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Found 67 results

  1. Netflix today launched a new internet speed testing service called Fast.com. With the new service it’s possible to test the speed of both mobile and broadband connections anywhere in the world. The site is very simple, as soon as you load the page the test starts. The service is powered by Netflix servers and results should be comparable to other services, of which Netflix itself explicitly mentions Ookla’s Speedtest.net. In several quick and unreliable tests we did, there wasn’t much of a match between Netflix’s Fast.com and Ookla’s Speedtest. While Fast.com reported 29 Mbps, Speedtest.net reported 49.20 Mbps as download speed. The consumer speed test is different than the Netflix ISP Speed Index. Fast.com measures personal internet connections at any given time, while Netflix’s speed index measures average monthly speeds of actual Netflix streams during prime time hours. Article source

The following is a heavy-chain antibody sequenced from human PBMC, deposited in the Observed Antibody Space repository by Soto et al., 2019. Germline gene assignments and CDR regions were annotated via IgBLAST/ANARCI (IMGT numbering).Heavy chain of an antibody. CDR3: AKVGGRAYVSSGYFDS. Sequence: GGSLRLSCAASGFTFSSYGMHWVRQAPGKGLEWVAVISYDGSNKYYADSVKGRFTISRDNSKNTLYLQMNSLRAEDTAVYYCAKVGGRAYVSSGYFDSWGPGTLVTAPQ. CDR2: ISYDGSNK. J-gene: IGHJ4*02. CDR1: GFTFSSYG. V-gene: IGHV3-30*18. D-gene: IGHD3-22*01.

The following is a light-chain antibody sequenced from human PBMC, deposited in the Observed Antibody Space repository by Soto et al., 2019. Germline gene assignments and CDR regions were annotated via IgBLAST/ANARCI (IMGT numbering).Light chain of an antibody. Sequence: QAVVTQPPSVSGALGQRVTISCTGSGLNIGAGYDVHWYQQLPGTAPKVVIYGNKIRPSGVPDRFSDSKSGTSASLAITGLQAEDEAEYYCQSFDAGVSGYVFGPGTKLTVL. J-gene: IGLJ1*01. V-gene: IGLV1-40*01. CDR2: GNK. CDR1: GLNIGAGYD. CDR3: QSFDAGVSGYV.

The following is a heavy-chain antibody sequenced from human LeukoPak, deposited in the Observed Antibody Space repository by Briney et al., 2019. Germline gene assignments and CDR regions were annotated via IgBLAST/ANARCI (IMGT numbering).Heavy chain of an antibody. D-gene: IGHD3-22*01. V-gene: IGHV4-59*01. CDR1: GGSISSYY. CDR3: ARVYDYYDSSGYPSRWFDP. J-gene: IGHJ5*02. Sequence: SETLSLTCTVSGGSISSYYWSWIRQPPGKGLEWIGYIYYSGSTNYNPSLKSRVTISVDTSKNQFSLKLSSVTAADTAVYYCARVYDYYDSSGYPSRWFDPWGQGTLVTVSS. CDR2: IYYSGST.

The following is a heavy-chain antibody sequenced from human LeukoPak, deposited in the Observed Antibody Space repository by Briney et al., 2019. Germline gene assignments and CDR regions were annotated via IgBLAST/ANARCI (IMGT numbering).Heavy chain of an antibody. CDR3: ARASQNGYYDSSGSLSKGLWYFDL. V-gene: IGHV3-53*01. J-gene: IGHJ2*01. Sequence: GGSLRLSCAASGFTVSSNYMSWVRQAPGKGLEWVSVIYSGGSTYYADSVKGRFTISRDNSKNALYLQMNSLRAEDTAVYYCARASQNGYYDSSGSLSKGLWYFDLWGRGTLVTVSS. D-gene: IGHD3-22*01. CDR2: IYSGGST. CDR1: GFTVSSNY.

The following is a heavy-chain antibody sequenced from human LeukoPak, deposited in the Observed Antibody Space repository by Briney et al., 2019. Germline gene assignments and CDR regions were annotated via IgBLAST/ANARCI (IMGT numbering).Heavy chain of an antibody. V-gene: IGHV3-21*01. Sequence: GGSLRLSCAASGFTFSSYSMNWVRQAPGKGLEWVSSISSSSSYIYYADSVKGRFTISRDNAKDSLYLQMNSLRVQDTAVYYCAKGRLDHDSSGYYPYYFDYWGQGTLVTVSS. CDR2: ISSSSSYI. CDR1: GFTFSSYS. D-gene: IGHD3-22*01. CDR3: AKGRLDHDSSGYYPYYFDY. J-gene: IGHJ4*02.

2. Disney is being targeted by hackers After stealing and dumping the new Orange Is the New Black season online after a failed attempt to get paid a ransom, hackers are now targeting Disney. Bob Iger, Walt Disney CEO, confirmed that hackers are making demands of them, but didn't share the name of the movie. Given how the next two Disney releases are "The Pirates of the Caribbean: Dead Men Tell No Tales" this weekend and "Cars" a month from now, chances are higher that Johnny Depp's newest flick is the one being targeted. According to The Hollywood Reporter, the hackers are demanding a huge amount of money, although no sum is actually mentioned. As expected, they're asking for the payment to be made in Bitcoin, since that's very close to being impossible to track. The threat is that unless paid soon, the hackers will start releasing increasingly long chunks of the movie if their demand isn't met. First, the clips will be a few minutes long, and then 20-minute chunks. Thus far, there seem to be no such videos available online, but if this is the same group that released the Netflix original series, there's little chance they're bluffing. We don't negociate with... hackers As expected, Disney is refusing to pay and has already started working with the FBI to track down the hackers. Given how there's been little headway made since the previous dump and Netflix's collaboration with the same agency, this may end up in one of the most highly anticipated movies of the summer to be dumped online. "Pirates of the Caribbean: Dead Men Tell No Tales" is scheduled to open this weekend. It makes some sense for the hackers to be applying pressure on Disney right now with the incoming releases especially since past experienced with blockbuster movies being released ahead of time ended badly for the production companies. One notable example is the released of The Expendables a few years ago, which resulted in a complete flop at the Box Office. Of course, the fact that the movie was a train wreck might have helped that situation too. Source